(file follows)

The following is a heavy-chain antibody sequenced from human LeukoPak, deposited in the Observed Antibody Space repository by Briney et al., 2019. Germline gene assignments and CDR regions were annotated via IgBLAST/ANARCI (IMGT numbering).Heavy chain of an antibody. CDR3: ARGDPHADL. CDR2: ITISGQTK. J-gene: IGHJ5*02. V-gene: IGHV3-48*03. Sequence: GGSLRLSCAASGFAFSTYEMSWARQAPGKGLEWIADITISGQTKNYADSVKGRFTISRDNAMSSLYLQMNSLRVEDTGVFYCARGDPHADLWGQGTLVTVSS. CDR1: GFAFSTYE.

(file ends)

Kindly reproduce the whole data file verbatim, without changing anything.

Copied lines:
The following is a heavy-chain antibody sequenced from human LeukoPak, deposited in the Observed Antibody Space repository by Briney et al., 2019. Germline gene assignments and CDR regions were annotated via IgBLAST/ANARCI (IMGT numbering).Heavy chain of an antibody. CDR3: ARGDPHADL. CDR2: ITISGQTK. J-gene: IGHJ5*02. V-gene: IGHV3-48*03. Sequence: GGSLRLSCAASGFAFSTYEMSWARQAPGKGLEWIADITISGQTKNYADSVKGRFTISRDNAMSSLYLQMNSLRVEDTGVFYCARGDPHADLWGQGTLVTVSS. CDR1: GFAFSTYE.